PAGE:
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He calls them the “Big Tech cartel,” and ever since Twitter, Facebook and other social-media companies banned his political godfather, Gov. DeSantis has launched a crusade against them.
Speaking at a news conference on Feb. 2 about the proposed “Transparency in Technology Act” (it goes by the unfortunate acronym “TiT”) DeSantis vowed to protect Floridians — or a certain Mar-a-Lago resident — from tech companies’ censorship that he says discriminates against conservatives.
DeSantis’ plan has less to do with substance and more with appeasing Donald Trump and making DeSantis the next messiah of his base.
But there’s no evidence that social-media platforms disproportionately target conservatives and, in fact, conservative pages such as Fox News and Breitbart dominate engagement on Facebook, according to a New York University study released in February.
There’s another tiny detail: Much of what the Transparency in Technology Act attempts to do is what the First Amendment prevents government from doing: telling private businesses what kind of speech they should allow on their platforms.
The proposal would impose daily fines of up to $100,000 on tech companies that de-platform a political candidate in Florida, and fine a company that uses its content and algorithms “to suppress or prioritize the content related to political candidates.” Social-media platforms also would be required to reveal how they became aware of any content they censor.
What DeSantis is trying to do is similar to an old law the Supreme Court struck down in 1974’s Miami Herald Publishing Co. v. Tornillo. That law required newspapers to allow equal space to political candidates to respond to that paper’s editorial-page criticism. The court ruled newspapers should have full control of the content they publish, a protection that’s been expanded to internet companies.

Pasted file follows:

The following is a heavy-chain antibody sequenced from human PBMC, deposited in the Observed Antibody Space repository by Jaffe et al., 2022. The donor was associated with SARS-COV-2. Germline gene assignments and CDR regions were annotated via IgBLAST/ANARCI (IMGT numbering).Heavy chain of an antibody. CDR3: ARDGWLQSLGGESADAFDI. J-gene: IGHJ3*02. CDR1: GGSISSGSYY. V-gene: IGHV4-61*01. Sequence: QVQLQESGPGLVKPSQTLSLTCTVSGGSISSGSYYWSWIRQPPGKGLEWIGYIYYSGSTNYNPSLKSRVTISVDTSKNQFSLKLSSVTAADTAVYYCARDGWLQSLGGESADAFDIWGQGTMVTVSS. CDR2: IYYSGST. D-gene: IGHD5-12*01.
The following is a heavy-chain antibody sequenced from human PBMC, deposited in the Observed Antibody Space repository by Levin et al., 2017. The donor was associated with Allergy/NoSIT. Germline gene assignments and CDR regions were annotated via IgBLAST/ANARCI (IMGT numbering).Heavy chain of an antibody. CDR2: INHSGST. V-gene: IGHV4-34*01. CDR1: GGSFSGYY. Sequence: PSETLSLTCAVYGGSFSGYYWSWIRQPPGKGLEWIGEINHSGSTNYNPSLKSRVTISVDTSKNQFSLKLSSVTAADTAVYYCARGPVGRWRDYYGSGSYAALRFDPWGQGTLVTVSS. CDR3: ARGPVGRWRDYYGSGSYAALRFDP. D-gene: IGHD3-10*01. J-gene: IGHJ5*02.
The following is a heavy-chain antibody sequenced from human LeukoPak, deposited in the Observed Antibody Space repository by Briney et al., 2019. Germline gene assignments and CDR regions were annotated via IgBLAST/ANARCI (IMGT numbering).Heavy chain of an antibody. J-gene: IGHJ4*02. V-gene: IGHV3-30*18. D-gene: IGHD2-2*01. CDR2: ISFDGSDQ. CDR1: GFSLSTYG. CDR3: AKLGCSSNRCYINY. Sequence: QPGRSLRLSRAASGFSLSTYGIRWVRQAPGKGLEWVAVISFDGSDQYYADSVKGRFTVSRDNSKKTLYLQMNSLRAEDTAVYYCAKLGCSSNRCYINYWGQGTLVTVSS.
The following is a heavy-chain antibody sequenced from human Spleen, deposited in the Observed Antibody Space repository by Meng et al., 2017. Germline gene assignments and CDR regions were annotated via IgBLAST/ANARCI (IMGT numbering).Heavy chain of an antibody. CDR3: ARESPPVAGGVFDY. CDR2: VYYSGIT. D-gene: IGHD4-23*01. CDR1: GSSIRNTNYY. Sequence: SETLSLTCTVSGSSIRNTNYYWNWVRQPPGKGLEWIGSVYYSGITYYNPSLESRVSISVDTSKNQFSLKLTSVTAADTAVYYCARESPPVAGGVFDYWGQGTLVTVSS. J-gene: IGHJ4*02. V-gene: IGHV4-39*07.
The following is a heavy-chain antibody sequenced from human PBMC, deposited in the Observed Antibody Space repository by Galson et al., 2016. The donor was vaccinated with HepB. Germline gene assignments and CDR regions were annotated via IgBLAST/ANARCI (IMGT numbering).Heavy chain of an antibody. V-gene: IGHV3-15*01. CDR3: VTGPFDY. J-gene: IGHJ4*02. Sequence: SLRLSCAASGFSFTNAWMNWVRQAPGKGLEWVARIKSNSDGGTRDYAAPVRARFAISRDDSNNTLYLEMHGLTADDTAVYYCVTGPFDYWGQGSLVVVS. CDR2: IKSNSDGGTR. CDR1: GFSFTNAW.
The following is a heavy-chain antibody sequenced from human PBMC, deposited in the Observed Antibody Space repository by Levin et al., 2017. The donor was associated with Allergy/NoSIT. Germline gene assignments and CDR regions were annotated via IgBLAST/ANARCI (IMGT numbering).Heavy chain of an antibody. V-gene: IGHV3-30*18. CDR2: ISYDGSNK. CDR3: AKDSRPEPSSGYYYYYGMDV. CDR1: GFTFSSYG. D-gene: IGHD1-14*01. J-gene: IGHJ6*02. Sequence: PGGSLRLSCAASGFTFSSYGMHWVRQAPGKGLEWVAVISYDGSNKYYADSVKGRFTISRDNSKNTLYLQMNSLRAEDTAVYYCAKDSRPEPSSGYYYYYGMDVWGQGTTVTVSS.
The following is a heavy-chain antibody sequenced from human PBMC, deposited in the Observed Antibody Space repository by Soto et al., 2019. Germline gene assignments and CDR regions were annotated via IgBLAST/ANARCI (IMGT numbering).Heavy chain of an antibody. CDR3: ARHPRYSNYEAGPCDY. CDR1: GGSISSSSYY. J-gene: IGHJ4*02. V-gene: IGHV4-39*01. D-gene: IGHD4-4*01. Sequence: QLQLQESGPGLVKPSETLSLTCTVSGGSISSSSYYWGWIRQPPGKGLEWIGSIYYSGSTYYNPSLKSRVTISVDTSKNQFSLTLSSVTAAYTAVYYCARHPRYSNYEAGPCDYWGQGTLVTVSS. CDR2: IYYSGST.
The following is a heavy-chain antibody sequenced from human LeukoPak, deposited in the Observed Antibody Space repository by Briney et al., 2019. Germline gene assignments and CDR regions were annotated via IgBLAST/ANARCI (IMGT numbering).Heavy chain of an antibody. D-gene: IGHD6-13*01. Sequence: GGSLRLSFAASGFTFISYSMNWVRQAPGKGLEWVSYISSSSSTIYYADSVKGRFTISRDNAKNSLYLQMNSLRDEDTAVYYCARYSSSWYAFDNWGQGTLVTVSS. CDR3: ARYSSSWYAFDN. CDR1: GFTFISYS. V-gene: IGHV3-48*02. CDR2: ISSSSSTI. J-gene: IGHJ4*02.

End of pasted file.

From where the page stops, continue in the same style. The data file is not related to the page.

“(The Transparency in Technology Act) would compel social-media companies to host speech they don’t want to,” Clay Calvert, a First Amendment expert at the University of Florida’s law school, told the Miami Herald’s Editorial Board. “ Instead of a newspaper print medium, you’re now compelling social-media platforms to host the speech of individuals.”
DeSantis’ heavy-handed and regressive political theater aside, Facebook, Amazon, Apple, Google and others deserve their day of reckoning for their use of consumer data. The price we pay for using those platforms is our own privacy and personal information that is sold for a profit. On this front, DeSantis and House Republicans are onto something.
While “TiT” has not been filed as a bill — and it shouldn’t be — lawmakers filed a different bill last week. Despite DeSantis’ combative anti-Big Tech rhetoric, House Bill 969 is a “pretty mundane standard privacy bill,” Corbin Barthold, an internet policy lawyer at the think tank TechFreedom, told the Editorial Board.
HB 969 would allow users to know what data companies collect, request it be erased and ask whether it was sold or shared. The state and individuals would also be allowed to sue companies that violate their rules.
Consumers deserve to know what happens once they hit the “accept” button on terms and conditions. But experts warn the best place for such regulations is Congress, and not state legislatures, because tech companies operate across state lines.
But the proposal deserves a discussion. Unike the DeSantis’ misguided crusade, HB 969 appears to have consumers’ interest at its core.